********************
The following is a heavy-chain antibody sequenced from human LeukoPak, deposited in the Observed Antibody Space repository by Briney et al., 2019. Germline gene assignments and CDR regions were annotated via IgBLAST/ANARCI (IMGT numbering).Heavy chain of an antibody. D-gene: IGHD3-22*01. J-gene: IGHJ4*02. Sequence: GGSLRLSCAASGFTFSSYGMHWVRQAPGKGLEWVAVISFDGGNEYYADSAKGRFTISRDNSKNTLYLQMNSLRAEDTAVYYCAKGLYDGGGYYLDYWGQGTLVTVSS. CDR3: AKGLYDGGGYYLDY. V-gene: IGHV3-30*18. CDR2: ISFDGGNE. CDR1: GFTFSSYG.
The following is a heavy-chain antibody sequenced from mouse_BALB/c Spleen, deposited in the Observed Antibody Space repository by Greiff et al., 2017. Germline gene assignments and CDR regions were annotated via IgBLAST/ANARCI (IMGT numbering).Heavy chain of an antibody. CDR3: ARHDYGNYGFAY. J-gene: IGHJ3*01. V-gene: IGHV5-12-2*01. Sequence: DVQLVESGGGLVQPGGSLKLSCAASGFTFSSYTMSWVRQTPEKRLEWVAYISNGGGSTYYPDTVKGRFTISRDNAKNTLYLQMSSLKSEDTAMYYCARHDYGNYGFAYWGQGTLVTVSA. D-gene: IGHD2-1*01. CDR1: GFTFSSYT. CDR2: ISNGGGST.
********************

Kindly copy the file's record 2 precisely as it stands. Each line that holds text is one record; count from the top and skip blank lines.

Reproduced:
The following is a heavy-chain antibody sequenced from mouse_BALB/c Spleen, deposited in the Observed Antibody Space repository by Greiff et al., 2017. Germline gene assignments and CDR regions were annotated via IgBLAST/ANARCI (IMGT numbering).Heavy chain of an antibody. CDR3: ARHDYGNYGFAY. J-gene: IGHJ3*01. V-gene: IGHV5-12-2*01. Sequence: DVQLVESGGGLVQPGGSLKLSCAASGFTFSSYTMSWVRQTPEKRLEWVAYISNGGGSTYYPDTVKGRFTISRDNAKNTLYLQMSSLKSEDTAMYYCARHDYGNYGFAYWGQGTLVTVSA. D-gene: IGHD2-1*01. CDR1: GFTFSSYT. CDR2: ISNGGGST.